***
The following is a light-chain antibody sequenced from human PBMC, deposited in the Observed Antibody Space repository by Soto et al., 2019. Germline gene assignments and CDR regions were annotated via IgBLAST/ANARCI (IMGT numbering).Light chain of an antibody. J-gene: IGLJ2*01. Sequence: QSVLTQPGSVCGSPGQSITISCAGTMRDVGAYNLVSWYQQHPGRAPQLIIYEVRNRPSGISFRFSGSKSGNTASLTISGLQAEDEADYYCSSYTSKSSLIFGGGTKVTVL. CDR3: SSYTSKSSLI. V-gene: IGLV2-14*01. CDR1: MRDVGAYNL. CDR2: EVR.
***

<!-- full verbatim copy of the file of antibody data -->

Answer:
The following is a light-chain antibody sequenced from human PBMC, deposited in the Observed Antibody Space repository by Soto et al., 2019. Germline gene assignments and CDR regions were annotated via IgBLAST/ANARCI (IMGT numbering).Light chain of an antibody. J-gene: IGLJ2*01. Sequence: QSVLTQPGSVCGSPGQSITISCAGTMRDVGAYNLVSWYQQHPGRAPQLIIYEVRNRPSGISFRFSGSKSGNTASLTISGLQAEDEADYYCSSYTSKSSLIFGGGTKVTVL. CDR3: SSYTSKSSLI. V-gene: IGLV2-14*01. CDR1: MRDVGAYNL. CDR2: EVR.